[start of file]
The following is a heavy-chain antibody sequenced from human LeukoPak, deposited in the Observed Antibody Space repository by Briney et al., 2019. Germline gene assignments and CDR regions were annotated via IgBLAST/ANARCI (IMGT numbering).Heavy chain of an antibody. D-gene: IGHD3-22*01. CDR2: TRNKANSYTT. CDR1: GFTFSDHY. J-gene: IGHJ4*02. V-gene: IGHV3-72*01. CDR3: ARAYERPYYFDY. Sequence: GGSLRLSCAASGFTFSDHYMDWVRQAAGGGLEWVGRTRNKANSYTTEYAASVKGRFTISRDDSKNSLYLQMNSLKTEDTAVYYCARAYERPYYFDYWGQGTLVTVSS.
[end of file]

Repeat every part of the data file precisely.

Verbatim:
The following is a heavy-chain antibody sequenced from human LeukoPak, deposited in the Observed Antibody Space repository by Briney et al., 2019. Germline gene assignments and CDR regions were annotated via IgBLAST/ANARCI (IMGT numbering).Heavy chain of an antibody. D-gene: IGHD3-22*01. CDR2: TRNKANSYTT. CDR1: GFTFSDHY. J-gene: IGHJ4*02. V-gene: IGHV3-72*01. CDR3: ARAYERPYYFDY. Sequence: GGSLRLSCAASGFTFSDHYMDWVRQAAGGGLEWVGRTRNKANSYTTEYAASVKGRFTISRDDSKNSLYLQMNSLKTEDTAVYYCARAYERPYYFDYWGQGTLVTVSS.